Wednesday, 26 November 2014

interbellum or altı ok

In a new, provocative work, author Stefan Ihrig examines the role the perception that Nazi leadership in post WWI Germany had of Turkey as successor to the Ottoman Empire contributed to the prosecution of WWII.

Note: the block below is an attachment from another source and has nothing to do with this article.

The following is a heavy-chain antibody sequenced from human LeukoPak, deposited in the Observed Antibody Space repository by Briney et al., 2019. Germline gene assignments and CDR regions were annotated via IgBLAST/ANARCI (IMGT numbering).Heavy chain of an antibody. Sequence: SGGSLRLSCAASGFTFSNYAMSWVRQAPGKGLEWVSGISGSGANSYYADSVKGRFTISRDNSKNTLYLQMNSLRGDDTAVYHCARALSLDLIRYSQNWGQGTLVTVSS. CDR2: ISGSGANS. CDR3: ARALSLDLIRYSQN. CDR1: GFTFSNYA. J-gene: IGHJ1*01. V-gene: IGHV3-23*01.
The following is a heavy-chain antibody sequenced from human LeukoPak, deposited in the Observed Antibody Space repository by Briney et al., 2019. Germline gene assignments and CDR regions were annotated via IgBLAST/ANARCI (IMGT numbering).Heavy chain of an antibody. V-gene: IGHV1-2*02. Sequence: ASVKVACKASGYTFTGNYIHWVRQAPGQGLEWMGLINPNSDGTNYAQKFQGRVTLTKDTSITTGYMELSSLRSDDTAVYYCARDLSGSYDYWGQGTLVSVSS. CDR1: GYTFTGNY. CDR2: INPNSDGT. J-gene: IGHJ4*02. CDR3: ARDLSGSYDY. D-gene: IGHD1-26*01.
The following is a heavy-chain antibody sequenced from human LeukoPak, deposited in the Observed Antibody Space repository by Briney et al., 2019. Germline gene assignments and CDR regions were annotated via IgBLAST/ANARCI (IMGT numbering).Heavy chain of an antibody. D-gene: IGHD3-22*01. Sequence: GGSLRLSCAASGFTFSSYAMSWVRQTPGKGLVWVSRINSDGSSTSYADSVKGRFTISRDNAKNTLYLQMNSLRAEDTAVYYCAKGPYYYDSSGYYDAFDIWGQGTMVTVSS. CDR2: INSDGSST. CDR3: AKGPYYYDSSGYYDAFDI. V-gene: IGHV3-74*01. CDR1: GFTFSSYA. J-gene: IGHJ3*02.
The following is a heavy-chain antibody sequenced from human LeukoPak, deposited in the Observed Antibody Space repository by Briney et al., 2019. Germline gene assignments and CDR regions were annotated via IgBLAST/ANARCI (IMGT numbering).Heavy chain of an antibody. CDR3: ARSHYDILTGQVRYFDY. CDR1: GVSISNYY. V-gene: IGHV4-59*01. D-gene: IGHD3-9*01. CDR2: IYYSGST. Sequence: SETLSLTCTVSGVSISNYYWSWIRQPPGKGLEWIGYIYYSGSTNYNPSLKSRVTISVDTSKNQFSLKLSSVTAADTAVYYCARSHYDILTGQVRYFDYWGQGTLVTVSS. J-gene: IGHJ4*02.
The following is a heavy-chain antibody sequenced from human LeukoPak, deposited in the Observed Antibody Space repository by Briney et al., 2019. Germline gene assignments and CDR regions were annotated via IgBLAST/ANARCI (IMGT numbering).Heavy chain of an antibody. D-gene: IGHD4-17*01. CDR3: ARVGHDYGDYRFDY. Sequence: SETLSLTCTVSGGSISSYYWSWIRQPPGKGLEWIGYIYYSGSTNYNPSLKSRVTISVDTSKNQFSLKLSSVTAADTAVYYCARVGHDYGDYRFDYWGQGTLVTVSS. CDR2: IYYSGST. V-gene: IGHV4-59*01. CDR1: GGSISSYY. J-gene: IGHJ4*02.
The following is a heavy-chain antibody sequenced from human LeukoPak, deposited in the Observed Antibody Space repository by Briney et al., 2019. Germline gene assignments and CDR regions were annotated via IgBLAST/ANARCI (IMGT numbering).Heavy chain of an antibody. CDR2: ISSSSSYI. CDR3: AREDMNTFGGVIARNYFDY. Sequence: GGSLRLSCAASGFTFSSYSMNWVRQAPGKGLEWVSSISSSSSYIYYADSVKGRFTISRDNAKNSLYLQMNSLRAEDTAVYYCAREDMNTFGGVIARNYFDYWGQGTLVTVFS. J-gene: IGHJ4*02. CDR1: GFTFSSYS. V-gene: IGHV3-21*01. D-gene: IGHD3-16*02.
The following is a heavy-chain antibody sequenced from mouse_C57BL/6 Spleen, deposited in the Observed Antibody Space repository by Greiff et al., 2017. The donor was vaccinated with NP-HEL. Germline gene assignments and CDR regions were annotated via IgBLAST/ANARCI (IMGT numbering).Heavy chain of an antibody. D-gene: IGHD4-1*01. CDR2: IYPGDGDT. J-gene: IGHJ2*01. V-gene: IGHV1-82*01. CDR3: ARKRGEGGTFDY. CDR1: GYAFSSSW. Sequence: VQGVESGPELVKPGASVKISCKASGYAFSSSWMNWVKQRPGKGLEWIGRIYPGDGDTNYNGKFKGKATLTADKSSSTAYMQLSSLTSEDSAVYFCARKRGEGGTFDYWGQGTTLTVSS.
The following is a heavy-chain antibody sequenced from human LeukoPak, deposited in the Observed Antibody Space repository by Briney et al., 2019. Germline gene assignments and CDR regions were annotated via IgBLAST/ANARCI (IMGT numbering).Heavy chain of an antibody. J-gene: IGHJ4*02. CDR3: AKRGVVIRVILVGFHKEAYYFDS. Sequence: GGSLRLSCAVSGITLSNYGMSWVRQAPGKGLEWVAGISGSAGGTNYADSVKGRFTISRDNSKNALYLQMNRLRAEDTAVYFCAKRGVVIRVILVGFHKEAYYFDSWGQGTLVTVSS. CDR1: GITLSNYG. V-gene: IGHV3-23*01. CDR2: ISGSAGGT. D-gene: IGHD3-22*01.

To some of the defeated and downtrodden Germans, Turkey’s refusal to be passively divided up by the Allies, preoccupation with matters of heritage, and large-scale social reforms must have seemed to burgeoning party like hyper-nationalist “pornography.” Guided by the philosophy of the Six Arrows (Altı Ok) the Young Turks under the leadership of Mustafa Kemal Atatürk created the modern and progressive country and were unrelenting in their efforts. Through the press and propaganda, these heroics and hero-worship that grew around that cult-of-personality created a role-model and for the attempted coup, the Beer Hall Putsch, organisers resolved to adopt so-called “Turkish Methods.” Only after this failure did Nazi leaders ally themselves more towards Benito Mussolini’s form of fascism but still held this figment of Turkey in high regard. This admiration certainly became something unwelcomed and misplaced and a book such as this one ought to spark dialogue and cultivate a more informed readership—through their own research.